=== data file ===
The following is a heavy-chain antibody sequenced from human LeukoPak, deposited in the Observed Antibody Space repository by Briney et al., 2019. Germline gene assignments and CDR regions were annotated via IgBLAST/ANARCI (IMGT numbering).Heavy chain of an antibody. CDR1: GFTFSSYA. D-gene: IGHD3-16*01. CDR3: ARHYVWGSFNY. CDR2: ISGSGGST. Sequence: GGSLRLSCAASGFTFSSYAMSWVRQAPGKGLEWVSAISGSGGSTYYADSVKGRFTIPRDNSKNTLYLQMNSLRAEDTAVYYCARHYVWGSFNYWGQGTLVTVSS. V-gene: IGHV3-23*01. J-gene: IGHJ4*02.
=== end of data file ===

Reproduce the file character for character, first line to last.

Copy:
The following is a heavy-chain antibody sequenced from human LeukoPak, deposited in the Observed Antibody Space repository by Briney et al., 2019. Germline gene assignments and CDR regions were annotated via IgBLAST/ANARCI (IMGT numbering).Heavy chain of an antibody. CDR1: GFTFSSYA. D-gene: IGHD3-16*01. CDR3: ARHYVWGSFNY. CDR2: ISGSGGST. Sequence: GGSLRLSCAASGFTFSSYAMSWVRQAPGKGLEWVSAISGSGGSTYYADSVKGRFTIPRDNSKNTLYLQMNSLRAEDTAVYYCARHYVWGSFNYWGQGTLVTVSS. V-gene: IGHV3-23*01. J-gene: IGHJ4*02.